KB8ZQZ's Syntor X miscellany page

Background: In addition to being a ham, I'm a unix system administrator. A friend (KC8PUN) introduced me to the Syntor X radio. I obtained a few radios and started working to convert them to the ham band. I quickly realized that I needed software to generate code plugs. I found that there were various bugs in the packages which were freely available, and that they all wanted DOS or Windows operating environments. I set out to build a unix program to generate code plugs, leaning heavily on the work of Mike Blenderman and Paul Kasley.

What's here?
syntorxgen - A code plug generator for Unix &c.

Syntorxgen is a code plug generator, unix style. It reads an input file containing configuration directives and produces a code plug file in one of several formats. Since the format is text based, it can be easily understood by humans, readily generated by other programs or scripts, and lends itself to mass changes with a simple editor. The package also includes a plug decoder which produces syntorxgen input files, a few perl scripts for generating test ROMs, some sample input files, etc. Syntorxgen plus an eeprom programmer replace the Motorola suitcase programmer, and are more flexible.

Syntorxgen should be reasonably portable. Binaries are provided for MS-DOS, Windows, Linux (RPM, .tar.gz and .deb formats), Solaris, FreeBSD and NetBSD. Mac OS X anyone? AIX? :-)

MPL support is untested. Talkaround on 800 MHz radios is not properly tested, due to questionable hardware, but normal 800 transmit works correctly.


Version 1.50rel: DPL parity bits are no longer looked up in a table; instead they are calculated. This should result in exactly the same bit patterns as are generated by Motorola programming tools.

Version 1.31rel: The big fix is that floating point rounding errors which were breaking certain frequency and PL calculations should be fixed. The symptom was messages like "no valid ref. frequencies for 145.38999123123" For ease of use, you can now specify "mode" without a number, and the program will assign the next one in sequence. The program incorrectly claimed that 203.3 was a standard PL; this is now corrected in code and documentation to use 203.5. Finally for those who are hacking on the hardware, v-bit splits can be set per mode, and the transmit/receive usage can be inverted; also, band upper limits are now configurable. These additions should make it easier to retune radios into different bands, and to swap VCO boards among radios of different ranges.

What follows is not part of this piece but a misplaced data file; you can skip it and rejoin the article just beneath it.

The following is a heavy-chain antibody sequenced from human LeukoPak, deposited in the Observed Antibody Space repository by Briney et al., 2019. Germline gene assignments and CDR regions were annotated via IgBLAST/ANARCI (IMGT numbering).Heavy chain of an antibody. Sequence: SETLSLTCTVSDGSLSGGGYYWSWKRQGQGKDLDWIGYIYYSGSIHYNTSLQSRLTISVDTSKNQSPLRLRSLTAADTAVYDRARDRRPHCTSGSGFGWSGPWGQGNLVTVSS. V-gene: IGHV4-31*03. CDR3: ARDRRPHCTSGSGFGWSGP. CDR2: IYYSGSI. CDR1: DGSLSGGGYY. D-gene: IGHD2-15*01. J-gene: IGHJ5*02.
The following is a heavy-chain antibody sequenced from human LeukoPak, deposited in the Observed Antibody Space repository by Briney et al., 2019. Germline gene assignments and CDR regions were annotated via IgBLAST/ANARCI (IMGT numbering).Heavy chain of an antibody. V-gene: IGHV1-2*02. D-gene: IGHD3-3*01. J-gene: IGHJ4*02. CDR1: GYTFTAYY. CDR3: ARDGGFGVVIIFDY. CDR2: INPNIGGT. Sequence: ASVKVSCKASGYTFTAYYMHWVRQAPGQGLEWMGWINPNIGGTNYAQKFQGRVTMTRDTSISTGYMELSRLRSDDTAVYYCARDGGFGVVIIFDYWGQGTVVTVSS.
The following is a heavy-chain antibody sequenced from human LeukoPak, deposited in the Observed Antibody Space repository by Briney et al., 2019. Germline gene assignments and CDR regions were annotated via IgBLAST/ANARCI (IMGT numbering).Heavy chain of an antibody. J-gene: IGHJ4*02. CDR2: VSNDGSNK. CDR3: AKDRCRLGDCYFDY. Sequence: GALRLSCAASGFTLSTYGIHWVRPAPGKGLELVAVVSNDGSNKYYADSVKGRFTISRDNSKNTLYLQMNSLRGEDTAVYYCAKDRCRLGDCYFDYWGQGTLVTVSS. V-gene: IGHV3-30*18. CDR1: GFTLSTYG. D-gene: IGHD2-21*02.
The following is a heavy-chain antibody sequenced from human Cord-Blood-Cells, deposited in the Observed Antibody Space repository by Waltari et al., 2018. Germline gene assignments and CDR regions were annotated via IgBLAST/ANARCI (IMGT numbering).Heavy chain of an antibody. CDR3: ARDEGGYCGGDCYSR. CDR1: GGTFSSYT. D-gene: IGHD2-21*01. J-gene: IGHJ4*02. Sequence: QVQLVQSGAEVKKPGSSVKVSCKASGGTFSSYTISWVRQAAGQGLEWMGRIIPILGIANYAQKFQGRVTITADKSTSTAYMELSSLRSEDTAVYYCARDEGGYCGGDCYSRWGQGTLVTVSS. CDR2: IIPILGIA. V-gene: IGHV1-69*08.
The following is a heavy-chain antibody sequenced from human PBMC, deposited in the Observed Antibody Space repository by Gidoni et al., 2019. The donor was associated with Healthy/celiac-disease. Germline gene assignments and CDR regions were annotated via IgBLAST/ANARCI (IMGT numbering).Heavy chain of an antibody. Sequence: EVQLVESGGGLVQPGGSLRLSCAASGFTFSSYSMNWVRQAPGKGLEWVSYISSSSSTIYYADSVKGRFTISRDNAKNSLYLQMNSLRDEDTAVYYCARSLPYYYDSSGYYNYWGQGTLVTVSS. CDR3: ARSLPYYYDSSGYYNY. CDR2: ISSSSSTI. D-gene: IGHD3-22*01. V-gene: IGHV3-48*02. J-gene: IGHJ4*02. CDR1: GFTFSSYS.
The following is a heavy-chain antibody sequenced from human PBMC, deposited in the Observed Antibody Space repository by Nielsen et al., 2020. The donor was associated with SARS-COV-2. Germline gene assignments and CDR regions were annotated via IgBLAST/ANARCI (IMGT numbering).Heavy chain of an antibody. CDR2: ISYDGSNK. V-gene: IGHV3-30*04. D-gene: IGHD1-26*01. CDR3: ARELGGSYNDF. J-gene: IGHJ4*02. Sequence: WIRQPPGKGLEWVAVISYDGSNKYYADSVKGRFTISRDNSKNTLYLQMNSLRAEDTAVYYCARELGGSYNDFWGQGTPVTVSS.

The binary packages below now include binaries and documentation. However, you may still want the source archive to get additional utilities and sample data files.

The current source code (v1.50rel).

A Debian package in .deb format (v1.50rel) is available. This was built under Sid.

A Linux package in RPM format (v1.50rel) is available. This was built from the .deb using the alien tool.

A OpenBSD package in .tar.gz format (v1.50rel)

A Linux binary package in .tar.gz format (v1.50rel) is available. It was built under Debian Sid.

A NetBSD binary package (v1.31rel) is available. This was built under NetBSD 1.6.

A FreeBSD binary package (v1.31rel) is available. This was built under FreeBSD 4.8.

A Solaris binary package (v1.31rel) is available. This was built under Solaris 8.

A Windows binary package (v1.31rel) is available. This was built using the Cygwin package.

A VAX/VMS binary package (v1.31rel) is available. This was built by hand using VMS ports of Bison and Flex, and the Compaq C compiler. These are not well tested; it's been a long time since my VAX days.

Are we having portability fun yet?

The documentation for syntorxgen, syntorxdecode and the syntorxgen input file format is available.

An archive of old versions of syntorxgen can be found here.